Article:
Elsa Bradley from Abstruckt talks Open Ear

On Saturday 13 January at LSO St Luke's theatrical percussion collective Abstruckt presents music by Wally Gunn and Elliot Cole at BBC Radio 3's first Open Ear of 2018. Elsa Bradley told us about the programme:

 

I'd like to start by introducing Abstrucktour percussion collective, Abstruckt. We formed in 2014 with a goal to explore new repertoire, mainly focussing on theatrical performance and creating more immersive experiences for our audiences. We've explored those ideas in a myriad of situations. From a concert series at Café Oto, to coffee houses, bars, underground bunkers, art galleries and car parks as well as more traditional concert halls in and around London. We've had ample opportunities to programme concerts centred around using the full performance space in symbiosis with the music. That has meant that in some ways, choosing our programme for the BBC Radio 3 Open Ear concert on Saturday has been a bit of a challenge – a lot of the repertoire we perform is visually focussed with mime, drawing and even jumping. Instead, for Saturday's performance, we will be focusing on the theatricality of sound – LSO St. Luke’s has a beautiful acoustic after all. 

 

Abstruckt bold tendenciesOne of my absolute favourite Abstruckt performances was an intimate, mediative performance of the final movement from David Lang’s The So-Called Laws of Nature, performed in the cave-like darkness of Bold Tendencies’ multi-storey car park in Peckham. Over an undulating, driving rhythmic ostinato on flowerpots, delicate teacup and woodblock sounds ping out under the echo of soft ringing bells. Though the flowerpot rhythm is constant and rather busy, it has an entirely calming, ‘hum-like’ effect that, with dimmed lighting, really demands a focus on sound rather than sight.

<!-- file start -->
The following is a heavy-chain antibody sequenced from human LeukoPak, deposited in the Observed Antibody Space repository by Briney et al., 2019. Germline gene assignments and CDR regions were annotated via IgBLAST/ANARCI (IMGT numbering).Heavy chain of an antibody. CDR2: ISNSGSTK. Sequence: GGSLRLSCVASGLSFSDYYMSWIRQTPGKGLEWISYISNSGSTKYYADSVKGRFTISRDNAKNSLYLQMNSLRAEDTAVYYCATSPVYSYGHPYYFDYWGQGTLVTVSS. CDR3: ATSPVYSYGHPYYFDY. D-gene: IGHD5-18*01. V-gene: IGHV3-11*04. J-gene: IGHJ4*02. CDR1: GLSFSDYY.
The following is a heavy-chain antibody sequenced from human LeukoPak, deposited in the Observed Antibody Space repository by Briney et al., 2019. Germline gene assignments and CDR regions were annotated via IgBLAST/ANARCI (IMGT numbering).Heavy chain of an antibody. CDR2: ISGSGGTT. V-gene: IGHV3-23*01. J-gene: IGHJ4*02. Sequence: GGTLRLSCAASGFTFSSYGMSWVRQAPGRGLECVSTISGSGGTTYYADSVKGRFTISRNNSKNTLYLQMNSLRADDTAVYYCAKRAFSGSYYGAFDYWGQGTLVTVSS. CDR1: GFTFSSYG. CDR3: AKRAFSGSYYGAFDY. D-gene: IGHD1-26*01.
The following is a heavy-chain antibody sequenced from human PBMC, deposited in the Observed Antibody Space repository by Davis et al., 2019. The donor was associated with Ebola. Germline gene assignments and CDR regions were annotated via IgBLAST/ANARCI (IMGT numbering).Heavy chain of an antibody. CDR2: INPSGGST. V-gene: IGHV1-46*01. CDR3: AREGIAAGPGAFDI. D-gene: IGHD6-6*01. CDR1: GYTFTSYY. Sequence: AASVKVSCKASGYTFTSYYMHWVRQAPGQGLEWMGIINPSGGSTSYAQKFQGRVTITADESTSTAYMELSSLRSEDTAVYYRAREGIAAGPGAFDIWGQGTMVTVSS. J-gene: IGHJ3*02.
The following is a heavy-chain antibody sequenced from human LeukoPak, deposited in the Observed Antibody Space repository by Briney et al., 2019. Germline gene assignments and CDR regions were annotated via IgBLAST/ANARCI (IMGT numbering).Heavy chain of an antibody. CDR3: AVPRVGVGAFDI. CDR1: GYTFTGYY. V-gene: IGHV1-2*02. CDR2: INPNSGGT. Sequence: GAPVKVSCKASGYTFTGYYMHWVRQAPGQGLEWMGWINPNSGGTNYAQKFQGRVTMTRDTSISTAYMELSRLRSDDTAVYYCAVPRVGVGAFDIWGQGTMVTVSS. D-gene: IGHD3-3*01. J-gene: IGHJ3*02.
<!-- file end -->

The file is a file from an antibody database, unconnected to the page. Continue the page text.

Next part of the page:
We wanted to recreate this effect with our programming of a selection of movements from Elliot Cole’s quartet Postludes for vibraphone, a piece which brings new depths out of the instrument that I’ve never heard before; through a combination of playing techniques using both bows and mallets that result in a rich tapestry of sound. Bowed vibraphone is one of those clichés percussionists dread when playing contemporary music – but only for the fact that it is often poorly used as a gimmick rather than a thoughtful exploration of sound. Cole has succeeded in composing a piece that contrives calm, beautiful and delicate sounds alongside those that are both tortured and questioning. With four percussionists crowding around the one instrument, it will be hard for the audience to see where the sound is coming from – but I think that’s one of the piece’s greatest strengths: it invites the audience to force their way into an almost ceremonial experience for the performers onstage. Personally, I find Coles' use of harmony absolutely stunning and I can’t wait to hear how it sounds in LSO St. Luke’s.

 

 

Almost by complete contrast, we will also be performing Wally Gunn’s Vicious Children, a pretty dark and sinister piece that is at times almost tribal and ritualistic. Written for deep concert toms, snare drums and almglocken, Vicious Children certainly packs a punch. Throughout the piece we’ll be conveying the malevolent and threatening text in a variety of vocal techniques that are often interspersed with incessant stick clicks. I like to think of them as nervous twitches that carry us over the uncomfortable, irregular time signatures. The sounds Gunn has chosen for Vicious Children are very much reminiscent of those classic ‘scary film’ sound effects. Intruding knocks and taps echo around the room and at the climax of the piece, this quiet unease is shattered by a sudden outburst of drumming. One of the largest challenges this work poses for us is the melancholic singing passage: set over a serene meditative drone of almglocken, we sing the text in a nursery rhyme style. Finding an appropriate key to suit the range of all four voices (with Joe's bass voice and the girls more comfortable alto and soprano ranges) has taken almost as much time as learning the piece!

 

 

We’re really looking forward to our performance for the Open Ear concert and we hope you love the repertoire in the space of St Lukes.

 

Click here to find out more and book tickets for BBC Radio 3 Open Ear (Saturday 13 January)